“…there are three possible ways in which the church can act toward the state: First, it can ask the state whether its actions are legitimate and in accordance with its character as state, i.e. it can throw the state back on its responsibilities. Second, it can aid the victims of state action. The church has an unconditional obligation to the victims of any ordering of society, even if they do not belong to the Christian community. “Do good to all people.” In both these courses of action, the church serves the free state in its free way, and at times when laws are changed the church may in no way withdraw itself from these two tasks. The third possibility is not just to bandage the victims under the wheel, but to jam a spoke in the wheel itself.”

Hold the state accountable

Blame CartoonThe church’s first responsibility is to be a watch dog. That is, the church should decry injustice when it arises but also praise the state in its strengths. The SAPS have caught a cyber-criminal network recently that was robbing the Road Traffic Management Council. The government rightly recognised the advantages of hosting a world cup in terms of national unity. For all it’s weaknesses, the state is doing many things right.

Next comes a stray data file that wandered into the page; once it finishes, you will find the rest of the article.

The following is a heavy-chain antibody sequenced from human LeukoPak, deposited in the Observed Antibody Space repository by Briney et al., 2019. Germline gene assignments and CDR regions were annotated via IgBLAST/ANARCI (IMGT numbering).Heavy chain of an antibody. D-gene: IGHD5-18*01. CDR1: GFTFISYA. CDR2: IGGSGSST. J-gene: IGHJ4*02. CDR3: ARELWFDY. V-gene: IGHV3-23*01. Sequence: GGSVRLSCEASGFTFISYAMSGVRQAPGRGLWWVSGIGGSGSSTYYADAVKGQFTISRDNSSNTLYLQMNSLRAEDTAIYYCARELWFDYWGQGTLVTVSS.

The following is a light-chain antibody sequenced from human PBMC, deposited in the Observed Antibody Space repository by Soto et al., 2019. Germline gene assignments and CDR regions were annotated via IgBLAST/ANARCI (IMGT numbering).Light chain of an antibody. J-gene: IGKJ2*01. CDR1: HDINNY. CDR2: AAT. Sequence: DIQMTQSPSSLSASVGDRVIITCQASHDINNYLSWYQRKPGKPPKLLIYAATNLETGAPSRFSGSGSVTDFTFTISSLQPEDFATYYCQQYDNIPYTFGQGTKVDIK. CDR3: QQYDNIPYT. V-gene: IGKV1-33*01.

This, I think, is where prayer features. Praying for our leaders as Paul exhorts Timothy, “I urge that requests, prayers, intercessions, and thanks be offered on behalf of all people, even kings and all who are in authority” (1 Tim 2:1). These are people acting under God’s authority and when they do foolish things they denigrate God but when they act wisely it is to his glory. So pray for, respect and honour them and when it is time for critique do so in that same spirit.

Often the Christian witness in the public sphere is undermined simply by the fact that we only complain, we never have anything positive to say or anything in defense of the government. Our complaints are not characterised by respect and not actually worthy of being heeded. As much truth as they may contain, they totally lack love.

Aid victims of the state